Likely the use is fair. Factor one: Beelberg’s purpose is to reveal valuable information to the public, or in other words, new reporting. This factor favors fairness. Factor two: Although the recorded call is unpublished, Swoze invited hundreds of people (without any apparent restriction) to the call. Moreover, the content of the call is factual in nature. The factor suggests fairness. Third factor: Beelberg copied and distributed the entire recorded call in dissemination of the transcript, so this factor seems to favor infringement. That said, the purpose of news dissemination likely reduces the importance of this factor. Fourth factor: Arguably there is value of the recorded call in its potential to generate licensing revenues. However, Swoze is not likely to develop this market. Given Swoze’s tendency to restrict the call, the market for the transcript is not likely to exist. The value of the content lies in the factual information that it contains, and Beelberg’s use does not diminish that value. This factor favors fairness.
Because three of the fair-use factors suggest fairness, Beelberg’s use of the recorded call is likely a fair use. See Swatch Group Management Services Ltd. v. Bloomberg L.P., 756 F.3d 73 (2d Cir. 2014).
Answer to Question 3
Likely the use is fair. Factor one: The purpose of Lucy’s use (biographical information) is informational and arguably educational, suggesting fairness. Factor two: Difficult to say. Billy’s letters and journal entries are likely his personal thoughts, suggesting creative nature, but the quotations demonstrate factual occurrences, suggesting factual nature. The letter are unpublished which suggests infringement. Factor three: Lucy uses a small amount, and likely the entries are not substantial because they merely demonstrate that facts occurred. Factor four: Given the small amount that Lucy has used, and that the letters and diaries are not for sale, there is not likely a negative effect on the market for the letters and diaries.
Because most of the factors suggest fairness, Lucy’s use is likely fair. Compare Wright v. Warner Books, Inc., 953 F.2d 731 (2d Cir. 1991) (holding use of unpublished letters and journal entries for biography to be fair use) with Salinger v. Random House, 811 F.2d 90 (2d Cir. 1987) (holding use of unpublished letters for biography to be infringing).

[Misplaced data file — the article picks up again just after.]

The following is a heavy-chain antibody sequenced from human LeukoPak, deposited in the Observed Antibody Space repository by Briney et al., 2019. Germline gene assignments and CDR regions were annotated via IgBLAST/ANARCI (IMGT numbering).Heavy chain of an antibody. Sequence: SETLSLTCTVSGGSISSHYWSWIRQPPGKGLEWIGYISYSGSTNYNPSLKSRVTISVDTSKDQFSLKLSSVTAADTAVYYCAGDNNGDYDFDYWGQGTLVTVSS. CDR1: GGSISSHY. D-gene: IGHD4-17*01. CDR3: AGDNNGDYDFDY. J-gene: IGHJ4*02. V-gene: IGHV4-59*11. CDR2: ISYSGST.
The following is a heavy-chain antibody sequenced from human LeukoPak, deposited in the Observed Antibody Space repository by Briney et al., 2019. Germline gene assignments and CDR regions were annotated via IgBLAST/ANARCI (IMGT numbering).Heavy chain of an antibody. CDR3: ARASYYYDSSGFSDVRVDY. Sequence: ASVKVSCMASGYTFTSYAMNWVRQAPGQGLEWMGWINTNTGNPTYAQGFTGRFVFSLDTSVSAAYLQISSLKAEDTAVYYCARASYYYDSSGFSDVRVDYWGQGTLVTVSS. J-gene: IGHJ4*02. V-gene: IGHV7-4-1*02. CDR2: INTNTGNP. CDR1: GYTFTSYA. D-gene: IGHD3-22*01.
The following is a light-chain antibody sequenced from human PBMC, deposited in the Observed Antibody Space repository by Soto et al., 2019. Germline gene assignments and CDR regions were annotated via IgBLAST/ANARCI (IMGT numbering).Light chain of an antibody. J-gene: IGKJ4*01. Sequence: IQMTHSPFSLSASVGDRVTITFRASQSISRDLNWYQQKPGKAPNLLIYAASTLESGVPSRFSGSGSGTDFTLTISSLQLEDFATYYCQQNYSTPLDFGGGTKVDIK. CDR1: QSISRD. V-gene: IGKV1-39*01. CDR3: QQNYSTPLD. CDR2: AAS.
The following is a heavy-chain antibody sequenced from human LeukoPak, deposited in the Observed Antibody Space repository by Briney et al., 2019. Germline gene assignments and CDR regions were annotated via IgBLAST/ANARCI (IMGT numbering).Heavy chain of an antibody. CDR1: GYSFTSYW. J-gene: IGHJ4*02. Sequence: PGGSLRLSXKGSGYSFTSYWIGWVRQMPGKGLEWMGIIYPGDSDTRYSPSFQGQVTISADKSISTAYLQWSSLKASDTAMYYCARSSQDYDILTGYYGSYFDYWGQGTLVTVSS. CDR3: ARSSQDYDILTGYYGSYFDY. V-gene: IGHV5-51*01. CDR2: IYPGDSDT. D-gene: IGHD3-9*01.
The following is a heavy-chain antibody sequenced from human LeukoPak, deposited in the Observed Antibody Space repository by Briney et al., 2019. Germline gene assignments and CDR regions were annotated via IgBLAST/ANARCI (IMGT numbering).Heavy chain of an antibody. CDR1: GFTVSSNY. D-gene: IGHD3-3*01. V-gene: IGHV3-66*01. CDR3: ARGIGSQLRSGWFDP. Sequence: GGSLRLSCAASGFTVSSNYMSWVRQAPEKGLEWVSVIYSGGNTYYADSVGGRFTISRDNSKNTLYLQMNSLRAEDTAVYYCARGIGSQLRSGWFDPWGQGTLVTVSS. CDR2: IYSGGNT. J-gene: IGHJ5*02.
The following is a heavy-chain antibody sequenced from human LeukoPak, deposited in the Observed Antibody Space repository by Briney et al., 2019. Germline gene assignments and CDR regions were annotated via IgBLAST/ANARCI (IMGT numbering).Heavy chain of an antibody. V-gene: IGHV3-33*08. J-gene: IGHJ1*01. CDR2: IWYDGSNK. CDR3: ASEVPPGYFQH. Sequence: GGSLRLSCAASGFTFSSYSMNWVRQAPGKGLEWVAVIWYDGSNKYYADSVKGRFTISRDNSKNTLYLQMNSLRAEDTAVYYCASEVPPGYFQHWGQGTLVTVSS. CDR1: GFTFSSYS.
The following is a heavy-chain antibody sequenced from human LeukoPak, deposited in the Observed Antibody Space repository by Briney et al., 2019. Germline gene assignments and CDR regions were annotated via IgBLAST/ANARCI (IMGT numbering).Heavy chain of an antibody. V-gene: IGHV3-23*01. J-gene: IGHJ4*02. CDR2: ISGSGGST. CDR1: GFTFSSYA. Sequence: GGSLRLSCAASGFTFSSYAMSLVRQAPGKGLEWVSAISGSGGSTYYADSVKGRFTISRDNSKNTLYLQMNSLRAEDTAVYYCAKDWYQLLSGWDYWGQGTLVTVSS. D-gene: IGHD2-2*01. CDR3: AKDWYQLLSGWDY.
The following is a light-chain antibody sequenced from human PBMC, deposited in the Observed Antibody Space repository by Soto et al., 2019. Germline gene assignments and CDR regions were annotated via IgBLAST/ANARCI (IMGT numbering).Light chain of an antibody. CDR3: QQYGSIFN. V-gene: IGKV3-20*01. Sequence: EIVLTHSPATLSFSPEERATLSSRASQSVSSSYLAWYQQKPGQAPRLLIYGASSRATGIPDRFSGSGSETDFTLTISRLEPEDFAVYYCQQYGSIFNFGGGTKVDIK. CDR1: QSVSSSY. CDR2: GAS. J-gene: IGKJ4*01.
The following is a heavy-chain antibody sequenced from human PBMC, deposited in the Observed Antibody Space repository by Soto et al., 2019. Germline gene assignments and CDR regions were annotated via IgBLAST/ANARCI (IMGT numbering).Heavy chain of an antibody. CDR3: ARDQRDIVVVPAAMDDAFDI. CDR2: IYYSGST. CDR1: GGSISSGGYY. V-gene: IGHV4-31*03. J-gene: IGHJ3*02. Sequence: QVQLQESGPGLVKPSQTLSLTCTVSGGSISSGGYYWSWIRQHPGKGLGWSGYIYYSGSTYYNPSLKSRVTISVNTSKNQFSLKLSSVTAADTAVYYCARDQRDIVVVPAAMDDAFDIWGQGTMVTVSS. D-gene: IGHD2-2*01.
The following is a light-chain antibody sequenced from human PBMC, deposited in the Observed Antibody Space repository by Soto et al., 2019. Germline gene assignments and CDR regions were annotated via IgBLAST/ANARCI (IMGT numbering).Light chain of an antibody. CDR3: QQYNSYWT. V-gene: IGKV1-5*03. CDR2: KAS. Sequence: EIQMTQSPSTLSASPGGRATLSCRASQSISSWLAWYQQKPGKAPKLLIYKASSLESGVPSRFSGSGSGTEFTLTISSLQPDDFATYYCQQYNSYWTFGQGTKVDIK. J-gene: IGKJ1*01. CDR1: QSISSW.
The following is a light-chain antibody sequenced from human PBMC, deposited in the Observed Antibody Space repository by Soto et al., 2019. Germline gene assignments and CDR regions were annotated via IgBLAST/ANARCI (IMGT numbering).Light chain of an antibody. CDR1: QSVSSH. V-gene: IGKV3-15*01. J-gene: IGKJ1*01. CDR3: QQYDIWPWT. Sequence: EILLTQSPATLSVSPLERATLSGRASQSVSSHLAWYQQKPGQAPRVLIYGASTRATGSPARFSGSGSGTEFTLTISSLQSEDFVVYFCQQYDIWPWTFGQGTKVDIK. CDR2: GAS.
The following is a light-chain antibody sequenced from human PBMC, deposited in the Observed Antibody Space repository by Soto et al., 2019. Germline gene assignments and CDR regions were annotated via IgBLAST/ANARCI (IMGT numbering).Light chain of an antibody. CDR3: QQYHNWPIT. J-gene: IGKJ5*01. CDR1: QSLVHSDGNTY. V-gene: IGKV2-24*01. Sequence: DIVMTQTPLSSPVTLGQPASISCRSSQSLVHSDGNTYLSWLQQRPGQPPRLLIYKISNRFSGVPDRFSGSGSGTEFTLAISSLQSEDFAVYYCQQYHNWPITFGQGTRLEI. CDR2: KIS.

Answer to Question 5
Likely the use is not fair. Factor one: Channel 5 broadcasts the event as part of its news show, so arguably the purpose is news related. However, there was an established market for use of the video clip for this news purpose, so this factor does not likely weigh heavily in the analysis. Factor two: The content is entirely factual in nature, so this factor favors fair use. Factor three: Channel 5 uses the entire video clip, so this factor favors infringement. Factor four: There is an established market for the video, given that Channel 2 has already paid Lily a royalty to show it. Failing to pay the royalty has a negative effect on Lily’s market. This factor likely weighs the heaviest in the analysis, and it favors infringement.
Because the third and fourth factors favor infringement, the use is likely infringing. However, if Lily had not offered the video for sale, Channel 5’s use arguably would be a fair use. See Los Angeles News Service v. KCAL-TV Channel 9, 108 F.3d 1119 (9th Cir. 1997).
There are several affirmative defenses in copyright.
(1) independent creation: a defendant may have independently created a work that is substantially similar to the copyrighted work.
(2) license: the copyright owner may have given permission for the defendant to use the work.
(3) statute of limitations: the copyright owner may have brought suit more than three years after the claim accrued.
(4) copyright misuse: the copyright owner has licensed the copyright in a way that expands his rights beyond those inherent in the copyright.
(5) fair use: the defendant’s use may be a fair one.
Copyright owners usually seek an injunction to prevent further infringement. The Copyright Act provides that courts “may” grant a temporary or final (permanent) injunction as courts “deem reasonable to prevent or restrain infringement of a copyright.” They may also impound or destroy the infringing material. Hence, the Copyright Act provides courts discretion in granting injunctive relief. That said, courts routinely grant injunctions to stop infringing activity.
The Copyright Act provides two forms of monetary relief for a copyright owner. First, the copyright owner may receive both her actual damages and the profits of the infringer. Second, and in the alternative, the copyright owner may receive a statutorily set amount of damages. Additionally, the Copyright Act provides courts discretion to award “a reasonable attorney’s fee” to whichever party prevails in a copyright action.